HOME
The Info List - Premier Of Western Australia


--- Advertisement ---



The Premier of Western Australia
Australia
is the head of the executive branch of government in the Australian state of Western Australia. The Premier has similar functions in Western Australia
Australia
to those performed by the Prime Minister of Australia
Australia
at the national level, subject to the different Constitutions. The incumbent Premier of Western Australia
Australia
is Mark McGowan
Mark McGowan
who won the 2017 state election and was sworn in on 17 March 2017 by Governor Kerry Sanderson
Kerry Sanderson
as the 30th Premier of Western Australia.[1]

Contents

1 Function 2 History 3 List of Premiers of Western Australia 4 Living former premiers 5 Graphical timeline 6 See also 7 Notes 8 References 9 Further reading

Function[edit] The premier must be a member of one of the two Houses of the Parliament of Western Australia; and by convention the premier is a member of the lower house, the Legislative Assembly.[a] He or she is appointed by the governor on the advice of the lower house, and must resign if he or she loses the support of the majority of that house. Consequently, the premier is almost always the leader of the political party or coalition of parties with the majority of seats in the lower house. History[edit]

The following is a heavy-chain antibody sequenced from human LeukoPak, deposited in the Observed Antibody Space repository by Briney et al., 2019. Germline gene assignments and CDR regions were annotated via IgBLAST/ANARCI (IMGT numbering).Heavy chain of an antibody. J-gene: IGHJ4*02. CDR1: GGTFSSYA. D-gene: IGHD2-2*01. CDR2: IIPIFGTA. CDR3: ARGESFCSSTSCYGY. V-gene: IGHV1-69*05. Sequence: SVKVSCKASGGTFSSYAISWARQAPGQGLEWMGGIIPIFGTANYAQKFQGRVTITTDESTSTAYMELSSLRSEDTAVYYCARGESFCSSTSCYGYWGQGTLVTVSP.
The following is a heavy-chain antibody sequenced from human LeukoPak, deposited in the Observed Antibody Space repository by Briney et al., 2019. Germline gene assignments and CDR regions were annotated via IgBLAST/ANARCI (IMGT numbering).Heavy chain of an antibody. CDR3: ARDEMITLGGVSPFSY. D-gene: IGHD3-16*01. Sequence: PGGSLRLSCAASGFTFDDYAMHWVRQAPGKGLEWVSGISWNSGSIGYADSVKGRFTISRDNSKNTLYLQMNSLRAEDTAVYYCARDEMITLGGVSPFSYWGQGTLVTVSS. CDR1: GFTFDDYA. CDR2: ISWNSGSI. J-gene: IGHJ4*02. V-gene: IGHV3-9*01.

Sir John Forrest, the first Premier of Western Australia, who served from 1890 to 1901.

The office of premier of Western Australia
Australia
was first formed in 1890, after Western Australia
Australia
was officially granted responsible government by Britain in 1889. The Constitution of Western Australia,[2] does not explicitly provide for a premier, and the office was not formally listed as one of the executive offices until the appointment of Ross McLarty in 1947. Nonetheless, John Forrest
John Forrest
immediately adopted the title on taking office as first premier of Western Australia
Australia
in 1890, and it has been used ever since. John Forrest
John Forrest
was the only premier of Western Australia
Australia